Text & Interview: Alec Coiro
Images Courtesy of Ace & Jig
When we last checked in with Ace & Jig, they had just finished touring the Pacific coastline in the most adorable van! We’re delighted to catch up with them again for their ultra cozy collaboration with designer Lisa Dorr to create amazing, design-forward blankets. Cary Vaughan and Jenna Wilson, the design team behind Ace & Jig, and Lisa Dorr are both designers with a keen eye for textiles, so the collaboration couldn’t be more fitting or sensible. Plus it’s a way of combining the west coast vibe of Ace & Jig with the Blanket-centric sensibilities of Maine where Dorr is located.
We were lucky enough to land an interview with all three of the designers! They tell us how they met and about their deep connection with blankets. And as with all things Ace & Jig, they remind us how important it is to them that what they make can become part of your life. It’s philosophy that handcrafter extraordinaire, Lisa Dorr, would almost certainly agree with.
Jenna & Cary, How did this collaboration come to pass?
We’d known about Lisa Dorr’s designs and textile work but met her in person when Brooke from Judith in Maine connected us. She was so lovely, and her work was so unique, we knew we wanted to collaborate immediately!
Jenna & Cary, are these the same Ace & Jig textiles from your clothing collection, or did you make special textiles for the collaboration?
These blankets were made from leftover fabric from our past collections, in the spirit of our commitment to reducing textile waste. We do our best to make sure every last scrap of our custom fabrics finds some unique and beautiful use! So each of these one-of-a-kind blanket includes fabric from many of our collections.
Lisa, have you always lived in Maine? I imagine it has a rich tradition of blanket making.
I have lived in many places around the country. I love where I live now the most. Freedom, Maine is a very small inland town. The landscape is rolling hills, and fields. There are many excellent farms producing organic vegetables, fruit, meats, dairy. I grew up going to Vinalhaven island, and my family still goes there. It is totally beautiful. I love both places!
Yes! Making blankets, quilts … any kind of work with textiles and yarns is an activity that has not diminished in popularity. It seems like it has been going strong since the last ice age! Maine did have a thriving textile mill and manufacturing industry. It went the way of most things like that.
Regardless of industry, people still make things on their own. We have a long, quiet winter which makes the making of warm things very attractive. I bet if you turned over a leaf you would find someone sewing a quilt under it.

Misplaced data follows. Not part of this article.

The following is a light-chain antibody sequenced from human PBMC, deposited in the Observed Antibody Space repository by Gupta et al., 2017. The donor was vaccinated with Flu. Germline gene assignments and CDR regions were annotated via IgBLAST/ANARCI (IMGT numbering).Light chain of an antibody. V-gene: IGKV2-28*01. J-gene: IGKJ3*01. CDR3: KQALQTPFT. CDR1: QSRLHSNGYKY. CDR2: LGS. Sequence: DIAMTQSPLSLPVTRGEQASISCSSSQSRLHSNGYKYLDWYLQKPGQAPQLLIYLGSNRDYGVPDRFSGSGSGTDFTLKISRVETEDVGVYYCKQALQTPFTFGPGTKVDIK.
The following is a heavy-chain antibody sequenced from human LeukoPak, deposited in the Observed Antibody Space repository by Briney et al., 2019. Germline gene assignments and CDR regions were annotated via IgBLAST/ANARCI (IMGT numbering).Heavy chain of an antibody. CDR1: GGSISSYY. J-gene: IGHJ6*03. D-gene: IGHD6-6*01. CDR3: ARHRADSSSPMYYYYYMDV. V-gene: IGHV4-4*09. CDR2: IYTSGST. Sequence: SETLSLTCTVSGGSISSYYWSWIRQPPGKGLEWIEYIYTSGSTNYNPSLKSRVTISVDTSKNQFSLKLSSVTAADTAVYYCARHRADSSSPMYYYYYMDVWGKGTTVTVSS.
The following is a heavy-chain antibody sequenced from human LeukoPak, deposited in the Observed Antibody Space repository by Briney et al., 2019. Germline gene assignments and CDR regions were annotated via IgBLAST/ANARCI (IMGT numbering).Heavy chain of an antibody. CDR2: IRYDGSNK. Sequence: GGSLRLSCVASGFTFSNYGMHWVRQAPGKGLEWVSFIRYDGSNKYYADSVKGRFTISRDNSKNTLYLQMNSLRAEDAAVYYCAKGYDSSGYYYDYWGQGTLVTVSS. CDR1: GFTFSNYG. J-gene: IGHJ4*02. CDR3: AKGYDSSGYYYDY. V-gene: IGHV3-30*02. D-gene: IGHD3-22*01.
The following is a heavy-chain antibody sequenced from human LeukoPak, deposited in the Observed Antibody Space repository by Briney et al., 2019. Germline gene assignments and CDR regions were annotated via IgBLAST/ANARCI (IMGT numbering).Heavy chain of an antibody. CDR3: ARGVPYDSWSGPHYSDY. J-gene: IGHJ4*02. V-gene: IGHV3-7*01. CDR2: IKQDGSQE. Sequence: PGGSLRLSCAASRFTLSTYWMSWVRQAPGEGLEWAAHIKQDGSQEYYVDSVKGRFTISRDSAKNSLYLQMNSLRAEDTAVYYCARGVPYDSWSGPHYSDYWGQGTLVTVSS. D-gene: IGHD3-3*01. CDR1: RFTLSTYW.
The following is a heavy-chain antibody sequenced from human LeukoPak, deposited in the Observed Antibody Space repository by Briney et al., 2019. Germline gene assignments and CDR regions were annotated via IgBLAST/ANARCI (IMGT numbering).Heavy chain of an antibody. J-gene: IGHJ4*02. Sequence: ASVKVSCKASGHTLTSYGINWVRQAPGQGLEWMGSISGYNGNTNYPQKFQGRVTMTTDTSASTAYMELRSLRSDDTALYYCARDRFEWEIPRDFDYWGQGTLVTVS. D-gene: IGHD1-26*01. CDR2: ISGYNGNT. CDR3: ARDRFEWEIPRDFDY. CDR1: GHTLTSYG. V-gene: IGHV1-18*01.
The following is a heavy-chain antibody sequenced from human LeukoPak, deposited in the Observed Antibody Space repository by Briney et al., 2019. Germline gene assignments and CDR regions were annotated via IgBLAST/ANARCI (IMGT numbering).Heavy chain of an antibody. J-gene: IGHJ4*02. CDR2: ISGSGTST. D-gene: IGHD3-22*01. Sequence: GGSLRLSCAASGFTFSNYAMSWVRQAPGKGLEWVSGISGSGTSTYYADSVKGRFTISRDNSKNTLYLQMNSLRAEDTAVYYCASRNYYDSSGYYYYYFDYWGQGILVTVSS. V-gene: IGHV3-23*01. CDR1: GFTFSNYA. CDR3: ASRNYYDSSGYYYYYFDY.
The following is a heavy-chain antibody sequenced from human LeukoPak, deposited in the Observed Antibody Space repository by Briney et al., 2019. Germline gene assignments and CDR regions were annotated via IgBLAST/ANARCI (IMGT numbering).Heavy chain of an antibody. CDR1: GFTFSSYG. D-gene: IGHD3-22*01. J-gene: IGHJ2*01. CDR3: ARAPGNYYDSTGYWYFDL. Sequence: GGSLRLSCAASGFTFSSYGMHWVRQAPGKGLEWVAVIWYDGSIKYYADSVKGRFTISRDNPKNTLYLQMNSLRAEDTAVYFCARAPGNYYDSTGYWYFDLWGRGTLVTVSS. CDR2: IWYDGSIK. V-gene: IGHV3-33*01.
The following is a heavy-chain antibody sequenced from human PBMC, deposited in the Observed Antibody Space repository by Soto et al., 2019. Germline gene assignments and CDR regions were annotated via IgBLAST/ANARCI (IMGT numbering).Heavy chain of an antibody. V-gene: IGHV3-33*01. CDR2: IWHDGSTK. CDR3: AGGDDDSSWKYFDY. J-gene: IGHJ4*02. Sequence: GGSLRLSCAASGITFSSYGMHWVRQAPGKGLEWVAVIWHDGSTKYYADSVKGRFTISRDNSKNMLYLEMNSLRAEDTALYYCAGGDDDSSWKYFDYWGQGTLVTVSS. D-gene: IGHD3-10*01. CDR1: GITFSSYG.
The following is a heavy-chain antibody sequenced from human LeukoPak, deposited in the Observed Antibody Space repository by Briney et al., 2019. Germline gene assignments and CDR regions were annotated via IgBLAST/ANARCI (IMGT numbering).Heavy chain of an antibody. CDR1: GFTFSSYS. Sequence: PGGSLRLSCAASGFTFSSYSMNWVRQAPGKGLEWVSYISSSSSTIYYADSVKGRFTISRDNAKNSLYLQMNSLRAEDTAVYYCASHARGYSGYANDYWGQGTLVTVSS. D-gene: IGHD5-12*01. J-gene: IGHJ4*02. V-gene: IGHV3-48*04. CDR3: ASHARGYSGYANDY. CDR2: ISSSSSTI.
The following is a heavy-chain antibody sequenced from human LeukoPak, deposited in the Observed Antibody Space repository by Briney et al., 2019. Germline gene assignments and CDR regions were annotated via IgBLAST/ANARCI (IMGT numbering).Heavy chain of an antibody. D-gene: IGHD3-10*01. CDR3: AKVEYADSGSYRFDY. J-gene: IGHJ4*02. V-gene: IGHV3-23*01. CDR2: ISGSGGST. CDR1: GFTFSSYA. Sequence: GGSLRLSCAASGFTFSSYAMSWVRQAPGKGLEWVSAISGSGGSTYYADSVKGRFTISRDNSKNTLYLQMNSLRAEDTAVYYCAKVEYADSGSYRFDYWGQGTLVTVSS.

Like everything we design, we like to imagine these blankets will have multiple lives - kept as treasures for years and then passed on to a beloved.
Lisa, I love the horizontal patterns on the blankets. How did you come up with this particular look for the blankets?
To be honest, I really don’t know. I think it’s simply – i like stripes! The impetus was a birthday present for my sweetheart. I wanted to make him something, but didn’t feel confident about making clothes for him. So, simply looking around at all of the heaps of cloth I was hoarding the idea struck. Stripes! Blanket! That first one was enormous, and had a million colors, and weighed a thousand pounds. Making it was such a cool discovery. Each blanket I now make is just as interesting an experience as that first one. It was great to work with the Ace&Jig textiles – they are really beautiful. With them came the introduction of textiles with patterns! It was really interesting making those blankets. I love the process of finding the balance of what works, and what takes something too far, or too short. I guess it’s a “just right” discovery. But, what’s just right one day will change the next.
People have very deep connections with their blankets, especially in early childhood. What do blankets signify for you guys? Did any of you have special blanket growing up?
Blankets remind us warmth and safety and history. Like everything we design, we like to imagine these blankets will have multiple lives – kept as treasures for years and then passed on to a beloved. So not only do the fabrics come with our history, they become a part of yours.
Jenna & Cary, you both make clothing. How did you settle on blankets for your collaboration?
We had seen blankets that Lisa had made for Judith, and we fell for her signature modern piecing. We couldn’t help but imagine these same shapes in our custom fabrics, so we brought the idea up to Lisa…et voila!